jean_grey_0011Once several issues were out, I wasn’t going to "just" hold off for a paperback–gotta give Marvel "credit" for that–pumping this out as a weekly thing rather than monthly. Rather than "have to" wait even just a couple months for a collected edition, seemed simpler to just continue with the singles, getting to read the serialized story closer together at least. But there’s also the fact that we knew blatantly from the start well before the first issue even hit that yes, this WOULD actually have the REAL return of the REAL Jean Grey…so it’s not like it was, say, a decade-later third mini to go with Phoenix: Endsong and Phoenix: Warsong, where we could "wonder" if it would actually end with Jean back among the living or not, or leave her dead. Like reading something called The Death of Superman, you know the outcome…and so the journey there, the details become all the more important. And for me, frankly, this series failed to deliver on that. Nothing much in it was singularly memorable, really; except the confirmation that yeah, Jean’s back, and a brief cameo near the end of the final issue..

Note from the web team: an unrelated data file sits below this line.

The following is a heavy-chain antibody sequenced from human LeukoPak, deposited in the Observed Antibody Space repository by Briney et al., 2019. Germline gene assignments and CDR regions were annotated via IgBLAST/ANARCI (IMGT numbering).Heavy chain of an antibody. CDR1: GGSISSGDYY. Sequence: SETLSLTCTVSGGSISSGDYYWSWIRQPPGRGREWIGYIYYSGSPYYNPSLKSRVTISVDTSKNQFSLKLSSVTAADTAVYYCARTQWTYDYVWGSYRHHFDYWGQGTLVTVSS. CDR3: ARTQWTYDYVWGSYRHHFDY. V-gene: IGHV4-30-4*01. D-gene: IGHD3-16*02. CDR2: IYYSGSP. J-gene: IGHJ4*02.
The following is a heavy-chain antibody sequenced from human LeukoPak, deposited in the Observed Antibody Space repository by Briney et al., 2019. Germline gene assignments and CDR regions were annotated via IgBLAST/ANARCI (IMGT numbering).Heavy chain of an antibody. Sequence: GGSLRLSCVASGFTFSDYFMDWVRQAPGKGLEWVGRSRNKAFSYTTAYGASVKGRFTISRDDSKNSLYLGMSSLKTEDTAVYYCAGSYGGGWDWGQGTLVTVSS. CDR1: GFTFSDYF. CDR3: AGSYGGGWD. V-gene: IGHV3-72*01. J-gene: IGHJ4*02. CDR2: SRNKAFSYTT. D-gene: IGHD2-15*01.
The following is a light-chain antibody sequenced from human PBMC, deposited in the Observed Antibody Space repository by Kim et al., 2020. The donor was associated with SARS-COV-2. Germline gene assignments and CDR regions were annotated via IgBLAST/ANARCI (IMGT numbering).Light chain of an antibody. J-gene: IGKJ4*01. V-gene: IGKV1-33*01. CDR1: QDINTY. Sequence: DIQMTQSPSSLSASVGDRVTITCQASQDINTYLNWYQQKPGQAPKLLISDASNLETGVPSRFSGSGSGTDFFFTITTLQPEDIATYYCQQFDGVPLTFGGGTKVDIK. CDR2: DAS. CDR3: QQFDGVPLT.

We had the surprise of a temporarily-resurrected Cyclops (and then being left with a corpse, not even "just" the renewed absence of the character). Sure, Jean wanted "one last talk" with her husband/former husband/whatever they considered themselves. But how fitting would it have been to have also brought him back, with her? Resurrecting her, bringing him back, them having to learn to deal with each other again after how things were going with them just before her death, to say nothing of the actions Cyclops himself took after M-Day and AvX and all of that? (‘course, with Xavier apparently being back, too…almost seems "no harm, no foul" or such…) But it was basically "just" a cameo.